For the past 20 years, Australia has attempted to stake its claim in the lucrative commercial space industry.
In some aspects we have done quite well. There is no doubt that we have some of the most advanced ground systems in the world, and our open, relatively unpopulated geography makes the Australian continent ideal for operations such as the Square Kilometre Array.
But despite our accomplishments on the ground, there has been very limited success for Australians wanting to get to space from our continent.
Early launch plans
The enactment of the Space Activities Act 1998 (Cth), one of the first examples of a domestic commercially focused space law, was prompted by the plans by Kistler Aerospace to establish a spaceport at Woomera.
That Act was focused on the operations that were taking place at the time. Australia was seeing significant interest from overseas entities who wanted to capitalise on our geography for launching rockets.
Fast forward to 2018, and no commercial launch operator has yet established themselves in Australia.
Rather, we have a burgeoning commercial interest in low-cost, high-volume cube sats for Internet of Things applications.
In 2015, the federal government announced a review of the Space Activities Act, recognising that regulation is just as significant a barrier for the space industry as the cost involved.
In early 2017, after a significant consultative period, the Department of Industry, Innovation and Science (DIIS) recognised the need for reform, recommending that the Space Activities Act be replaced.
Rise of the space agency
In the intervening time, the government also announced the Space Capability Review and accepted its recommendation of the introduction of an Australian Space Agency.
That agency, to be headed by former CSIRO boss Megan Clark AC, will come into being on July 1, 2018. Many people consider the move to be a reaffirmation of Australia’s interest in the space domain.
More than a year after the legislative proposal paper was released by the DIIS, the Space Activities Amendment (Launches and Returns) Bill 2018 received its second reading in the House of Representatives on May 30, 2018, with little fanfare or coverage.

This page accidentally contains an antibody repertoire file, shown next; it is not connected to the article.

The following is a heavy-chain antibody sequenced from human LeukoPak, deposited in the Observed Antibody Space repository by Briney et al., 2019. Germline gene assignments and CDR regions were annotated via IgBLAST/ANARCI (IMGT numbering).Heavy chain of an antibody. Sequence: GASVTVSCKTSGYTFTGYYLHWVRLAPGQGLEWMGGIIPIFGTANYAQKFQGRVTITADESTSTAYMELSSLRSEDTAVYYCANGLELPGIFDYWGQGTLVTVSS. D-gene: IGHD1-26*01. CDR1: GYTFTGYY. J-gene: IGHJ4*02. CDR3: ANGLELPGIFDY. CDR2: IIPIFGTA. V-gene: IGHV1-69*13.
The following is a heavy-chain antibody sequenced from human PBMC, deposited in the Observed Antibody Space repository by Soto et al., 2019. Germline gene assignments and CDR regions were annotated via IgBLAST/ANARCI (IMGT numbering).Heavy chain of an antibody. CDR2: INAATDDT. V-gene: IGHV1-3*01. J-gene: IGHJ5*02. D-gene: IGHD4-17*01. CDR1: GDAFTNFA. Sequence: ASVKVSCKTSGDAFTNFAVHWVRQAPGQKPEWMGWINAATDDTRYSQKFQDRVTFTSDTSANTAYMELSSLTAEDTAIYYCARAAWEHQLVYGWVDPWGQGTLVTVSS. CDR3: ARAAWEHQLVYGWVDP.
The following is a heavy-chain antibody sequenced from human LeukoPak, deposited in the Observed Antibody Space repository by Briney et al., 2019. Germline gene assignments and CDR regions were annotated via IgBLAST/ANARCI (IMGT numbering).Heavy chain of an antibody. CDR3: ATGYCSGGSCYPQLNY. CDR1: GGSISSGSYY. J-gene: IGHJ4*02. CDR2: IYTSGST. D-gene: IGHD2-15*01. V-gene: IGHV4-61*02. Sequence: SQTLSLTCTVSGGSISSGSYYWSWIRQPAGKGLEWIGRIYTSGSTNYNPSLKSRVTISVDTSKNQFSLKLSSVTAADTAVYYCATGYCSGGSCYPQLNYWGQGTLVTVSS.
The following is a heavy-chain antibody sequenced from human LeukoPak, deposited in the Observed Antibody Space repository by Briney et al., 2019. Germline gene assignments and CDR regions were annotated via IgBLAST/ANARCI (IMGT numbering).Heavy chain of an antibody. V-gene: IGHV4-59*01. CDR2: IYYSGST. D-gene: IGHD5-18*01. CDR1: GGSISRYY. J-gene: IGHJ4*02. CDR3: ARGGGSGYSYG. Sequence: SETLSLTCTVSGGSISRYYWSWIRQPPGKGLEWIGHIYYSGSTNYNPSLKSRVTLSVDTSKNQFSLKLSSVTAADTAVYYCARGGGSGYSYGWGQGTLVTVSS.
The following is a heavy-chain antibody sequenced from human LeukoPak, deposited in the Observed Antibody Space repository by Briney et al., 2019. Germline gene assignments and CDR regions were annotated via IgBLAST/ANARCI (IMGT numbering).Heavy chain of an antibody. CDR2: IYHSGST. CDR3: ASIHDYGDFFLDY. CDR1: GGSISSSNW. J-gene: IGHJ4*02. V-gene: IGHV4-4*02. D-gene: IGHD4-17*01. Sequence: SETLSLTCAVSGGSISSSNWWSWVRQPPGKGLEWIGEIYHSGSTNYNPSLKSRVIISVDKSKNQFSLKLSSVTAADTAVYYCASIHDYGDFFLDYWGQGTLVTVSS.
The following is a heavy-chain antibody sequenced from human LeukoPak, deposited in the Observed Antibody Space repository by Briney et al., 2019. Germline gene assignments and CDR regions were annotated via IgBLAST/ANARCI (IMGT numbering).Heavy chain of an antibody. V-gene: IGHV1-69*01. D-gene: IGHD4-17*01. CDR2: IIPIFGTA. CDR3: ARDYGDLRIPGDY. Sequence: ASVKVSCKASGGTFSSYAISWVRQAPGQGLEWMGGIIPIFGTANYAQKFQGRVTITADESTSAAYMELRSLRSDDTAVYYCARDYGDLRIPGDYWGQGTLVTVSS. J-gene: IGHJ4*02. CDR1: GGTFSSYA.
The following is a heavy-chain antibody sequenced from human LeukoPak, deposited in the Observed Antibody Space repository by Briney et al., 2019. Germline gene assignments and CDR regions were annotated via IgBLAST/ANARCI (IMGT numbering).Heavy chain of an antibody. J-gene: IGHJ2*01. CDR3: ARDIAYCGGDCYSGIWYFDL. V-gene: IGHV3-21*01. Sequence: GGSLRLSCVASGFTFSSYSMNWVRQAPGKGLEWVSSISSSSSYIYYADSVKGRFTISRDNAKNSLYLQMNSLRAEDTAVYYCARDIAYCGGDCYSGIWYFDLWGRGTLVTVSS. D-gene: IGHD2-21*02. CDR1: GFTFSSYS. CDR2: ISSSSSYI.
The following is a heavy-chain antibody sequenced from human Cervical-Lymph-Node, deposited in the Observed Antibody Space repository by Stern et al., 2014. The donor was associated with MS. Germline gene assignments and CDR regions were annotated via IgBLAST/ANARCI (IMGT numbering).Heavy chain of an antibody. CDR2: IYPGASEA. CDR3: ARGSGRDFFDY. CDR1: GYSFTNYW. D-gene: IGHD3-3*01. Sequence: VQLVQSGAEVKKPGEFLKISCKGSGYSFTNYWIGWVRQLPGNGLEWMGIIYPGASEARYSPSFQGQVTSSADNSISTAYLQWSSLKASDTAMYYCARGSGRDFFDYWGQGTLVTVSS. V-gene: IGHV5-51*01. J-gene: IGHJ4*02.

Despite the lengthy period of consultation and the initial statements that an entirely new Act would be drafted, this is a revision of the already existing legislation. It does little to inspire confidence in the government’s approach to an Australia commercial space industry.
Limited changes in legislation
This Bill purports to broaden regulatory frameworks, expand the scope of the Act, reduce costs to operators, and reduce barriers to entry.
In some ways, it will achieve these goals. There is a reduction of the insurance requirements for operators, from a world-leading A$750 million to a far more competitive A$100 million.
The bill facilitates the launch of space objects from aircraft, will recognise the prevalence of overseas markets for launch operations, and introduce the ability to launch rockets reaching an altitude less than 100km - Australia’s regulatory demarcation of outer space.
As noted above, the changes to the Act are dwarfed by the content that is merely left in place. Operators previously complained of an Act that is vague, difficult to navigate, and with prohibitive compliance costs.
Most of the changes embodied within the bill are merely in name only. A “Space Licence” becomes a “Facility Licence” with the only substantive reduction in pre-licence compliance being that the licence is no longer restricted to corporations.
The “Overseas Launch Licence” is renamed the “Overseas Payload Permit”, but is not matched with any substantive changes. This would see an Australian who wishes to launch a rocket overseas need a payload permit to launch their rocket.
Further, and of significant concern to commercial operators considering whether they should base their operations in Australia or move offshore, is the requirement for all permits to “include a strategy for debris mitigation”.
It is not clear what form this should take or how stringently this must comply, for example, with standards such as Space Debris Mitigation Guidelines of the United Nations Committee on the Peaceful Uses of Outer Space.
If we look overseas there has been an abundance of new domestic laws that focus on promoting commercial activity while more actively aiming to protect the domain that is so important to everyday life.
Recent domestic enactments such as the British Space Industry Act 2018, the New Zealand Outer Space and High-altitude Activities Act 2017, and a plethora of US statutes recognise the need for on-orbit regulation.
Under the United Nation’s Outer Space Treaty, a country is required to authorise and continually supervise non-government activities in outer space.
Australia’s existing Act, and this new Bill, fail to do this. Regulating activities while in space is the hallmark of modern domestic space law.
Finally, there is no reference to the new Australian Space Agency. It is anticipated that the agency will be the relevant regulatory body for the purposes of the Act and its role will be articulated in the yet to be developed rules.
A slight element of unease creeps into the space industry in the face of this disconnect. It is hoped that this does not reflect any ambivalence to the future role of such an Agency nor reflect a lack of commitment to Australia becoming a driving force in the space industry.Flickr/Jill Bazeley, CC BY-NC
Joel Lisk contributed to the research for this article.
Authors: Melissa de Zwart, Professor, Adelaide Law School, University of Adelaide